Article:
Professor Douglas Hanahan discusses how cancer cells require a source of nutrients and oxygen, which is supplied through new blood vessel growth – the process of angiogenesis, which is critical for almost all cancers.
In 2000, Douglas Hanahan (shown below) and Robert Weinberg published a paper in Cell, "The Hallmarks of Cancer," which identified some organizing principles of cancer cell development.
“As a cell, you need oxygen to breathe, the same way that the organism does. That dividing nest of cells will in some sense suffocate from lack of nutrients and oxygen and from their own waste unless they have a blood supply. It is now clear that induction and new blood vessel growth – the process of angiogenesis – is critical for almost all cancers, some less than others. Perhaps the leukemias and the blood-borne ones are less angiogenesis-dependent, but it may be that all cancers, in some sense, activate the vascular system to help support it.”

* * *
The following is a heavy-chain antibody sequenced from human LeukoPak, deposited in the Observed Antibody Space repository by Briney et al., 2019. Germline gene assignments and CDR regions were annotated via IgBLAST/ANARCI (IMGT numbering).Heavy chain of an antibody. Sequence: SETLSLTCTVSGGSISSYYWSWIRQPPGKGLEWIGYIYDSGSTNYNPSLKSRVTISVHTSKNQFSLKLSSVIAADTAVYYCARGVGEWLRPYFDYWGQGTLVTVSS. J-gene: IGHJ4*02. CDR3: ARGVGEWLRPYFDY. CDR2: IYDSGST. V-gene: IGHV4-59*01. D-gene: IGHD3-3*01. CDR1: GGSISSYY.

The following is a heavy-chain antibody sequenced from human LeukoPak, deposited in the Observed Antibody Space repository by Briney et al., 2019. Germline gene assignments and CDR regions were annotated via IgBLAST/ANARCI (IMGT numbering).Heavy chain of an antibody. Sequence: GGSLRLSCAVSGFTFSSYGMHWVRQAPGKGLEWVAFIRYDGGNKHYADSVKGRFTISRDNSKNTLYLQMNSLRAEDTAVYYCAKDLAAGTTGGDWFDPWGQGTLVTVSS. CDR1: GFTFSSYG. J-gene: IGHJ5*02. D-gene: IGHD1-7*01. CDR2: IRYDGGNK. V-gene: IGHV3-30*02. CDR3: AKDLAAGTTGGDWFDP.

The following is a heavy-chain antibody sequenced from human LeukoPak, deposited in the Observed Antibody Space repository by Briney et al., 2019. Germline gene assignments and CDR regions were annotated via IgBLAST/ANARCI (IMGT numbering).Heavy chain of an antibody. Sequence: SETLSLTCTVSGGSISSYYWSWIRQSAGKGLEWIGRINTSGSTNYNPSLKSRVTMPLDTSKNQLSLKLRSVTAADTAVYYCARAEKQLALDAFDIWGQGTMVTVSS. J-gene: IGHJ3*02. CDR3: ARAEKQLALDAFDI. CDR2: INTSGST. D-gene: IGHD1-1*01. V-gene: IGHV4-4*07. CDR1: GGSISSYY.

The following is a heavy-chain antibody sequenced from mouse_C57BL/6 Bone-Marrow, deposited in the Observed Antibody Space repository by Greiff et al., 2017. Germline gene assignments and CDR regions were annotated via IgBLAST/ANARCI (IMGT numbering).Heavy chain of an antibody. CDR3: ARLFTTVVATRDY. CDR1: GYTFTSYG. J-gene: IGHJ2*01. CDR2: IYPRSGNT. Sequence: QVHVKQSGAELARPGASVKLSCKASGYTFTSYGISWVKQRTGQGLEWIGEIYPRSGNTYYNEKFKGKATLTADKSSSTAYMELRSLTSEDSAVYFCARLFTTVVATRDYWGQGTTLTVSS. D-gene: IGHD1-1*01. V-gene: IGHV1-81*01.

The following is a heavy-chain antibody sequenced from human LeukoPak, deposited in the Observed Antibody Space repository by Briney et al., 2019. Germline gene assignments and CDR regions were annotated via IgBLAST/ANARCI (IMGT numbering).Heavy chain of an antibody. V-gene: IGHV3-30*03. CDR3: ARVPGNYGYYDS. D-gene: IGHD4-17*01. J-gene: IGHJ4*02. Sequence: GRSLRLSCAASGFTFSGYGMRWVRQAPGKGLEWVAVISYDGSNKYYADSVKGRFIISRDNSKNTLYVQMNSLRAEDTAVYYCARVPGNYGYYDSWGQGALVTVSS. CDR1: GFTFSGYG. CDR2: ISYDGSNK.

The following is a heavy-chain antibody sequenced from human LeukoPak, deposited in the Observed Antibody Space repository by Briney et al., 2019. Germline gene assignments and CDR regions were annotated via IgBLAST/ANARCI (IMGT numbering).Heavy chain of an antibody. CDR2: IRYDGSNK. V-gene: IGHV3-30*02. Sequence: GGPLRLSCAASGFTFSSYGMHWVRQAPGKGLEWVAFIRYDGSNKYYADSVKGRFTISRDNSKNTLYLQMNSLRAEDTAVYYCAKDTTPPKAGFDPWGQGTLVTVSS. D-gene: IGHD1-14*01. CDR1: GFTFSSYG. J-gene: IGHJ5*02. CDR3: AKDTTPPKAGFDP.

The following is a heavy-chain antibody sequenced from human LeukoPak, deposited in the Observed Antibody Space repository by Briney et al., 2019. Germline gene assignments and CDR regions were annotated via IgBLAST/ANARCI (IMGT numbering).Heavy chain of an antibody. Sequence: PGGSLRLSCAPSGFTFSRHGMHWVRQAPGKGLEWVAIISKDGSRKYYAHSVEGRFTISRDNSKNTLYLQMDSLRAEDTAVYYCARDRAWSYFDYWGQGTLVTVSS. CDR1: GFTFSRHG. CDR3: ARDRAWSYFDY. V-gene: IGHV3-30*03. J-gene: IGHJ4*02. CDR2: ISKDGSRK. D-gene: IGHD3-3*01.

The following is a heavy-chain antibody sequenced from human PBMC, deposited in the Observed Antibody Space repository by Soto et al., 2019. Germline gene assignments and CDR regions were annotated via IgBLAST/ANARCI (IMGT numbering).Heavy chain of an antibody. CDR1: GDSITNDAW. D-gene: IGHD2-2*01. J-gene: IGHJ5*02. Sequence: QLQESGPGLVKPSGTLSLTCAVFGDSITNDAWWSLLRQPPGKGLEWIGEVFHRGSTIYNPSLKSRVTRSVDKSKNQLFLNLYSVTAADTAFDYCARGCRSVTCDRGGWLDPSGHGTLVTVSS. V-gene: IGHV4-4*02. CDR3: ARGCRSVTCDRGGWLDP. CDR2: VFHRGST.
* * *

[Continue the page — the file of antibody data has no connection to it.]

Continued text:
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Professor Douglas Hanahan explains that a fundamental property of multi-cellular organisms is the capability to have cells commit suicide or undergo apoptosis, which is a form of programmed cell death.
Professor Douglas Hanahan discusses how cancers kill you, in general, not just because they grow into a large lump, but because they invade into normal tissues and disrupt the functions of those tissues.
Professor Douglas Hanahan explains that not only are there positive signals that tell cells to grow but there are negative signals to stop such proliferation, and loss of the negative growth control signals is a common denominator for many cancers.